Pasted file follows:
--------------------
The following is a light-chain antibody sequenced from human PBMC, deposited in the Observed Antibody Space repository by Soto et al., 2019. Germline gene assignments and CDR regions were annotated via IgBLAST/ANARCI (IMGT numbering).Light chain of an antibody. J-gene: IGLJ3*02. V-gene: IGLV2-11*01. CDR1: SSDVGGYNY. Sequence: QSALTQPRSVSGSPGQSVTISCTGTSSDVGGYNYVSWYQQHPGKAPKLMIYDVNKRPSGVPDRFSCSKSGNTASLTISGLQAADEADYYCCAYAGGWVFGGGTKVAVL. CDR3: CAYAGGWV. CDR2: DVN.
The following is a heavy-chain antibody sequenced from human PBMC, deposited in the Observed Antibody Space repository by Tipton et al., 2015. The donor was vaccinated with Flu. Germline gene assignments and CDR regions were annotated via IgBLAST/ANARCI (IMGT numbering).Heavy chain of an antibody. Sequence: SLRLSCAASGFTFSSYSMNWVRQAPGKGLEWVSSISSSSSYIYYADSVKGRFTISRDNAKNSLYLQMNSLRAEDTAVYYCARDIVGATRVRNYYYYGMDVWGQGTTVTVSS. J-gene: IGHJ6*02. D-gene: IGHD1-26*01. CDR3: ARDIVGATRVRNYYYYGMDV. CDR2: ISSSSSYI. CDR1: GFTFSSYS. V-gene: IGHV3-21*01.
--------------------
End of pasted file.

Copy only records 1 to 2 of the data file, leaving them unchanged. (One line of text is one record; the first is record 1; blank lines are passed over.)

The following is a light-chain antibody sequenced from human PBMC, deposited in the Observed Antibody Space repository by Soto et al., 2019. Germline gene assignments and CDR regions were annotated via IgBLAST/ANARCI (IMGT numbering).Light chain of an antibody. J-gene: IGLJ3*02. V-gene: IGLV2-11*01. CDR1: SSDVGGYNY. Sequence: QSALTQPRSVSGSPGQSVTISCTGTSSDVGGYNYVSWYQQHPGKAPKLMIYDVNKRPSGVPDRFSCSKSGNTASLTISGLQAADEADYYCCAYAGGWVFGGGTKVAVL. CDR3: CAYAGGWV. CDR2: DVN.
The following is a heavy-chain antibody sequenced from human PBMC, deposited in the Observed Antibody Space repository by Tipton et al., 2015. The donor was vaccinated with Flu. Germline gene assignments and CDR regions were annotated via IgBLAST/ANARCI (IMGT numbering).Heavy chain of an antibody. Sequence: SLRLSCAASGFTFSSYSMNWVRQAPGKGLEWVSSISSSSSYIYYADSVKGRFTISRDNAKNSLYLQMNSLRAEDTAVYYCARDIVGATRVRNYYYYGMDVWGQGTTVTVSS. J-gene: IGHJ6*02. D-gene: IGHD1-26*01. CDR3: ARDIVGATRVRNYYYYGMDV. CDR2: ISSSSSYI. CDR1: GFTFSSYS. V-gene: IGHV3-21*01.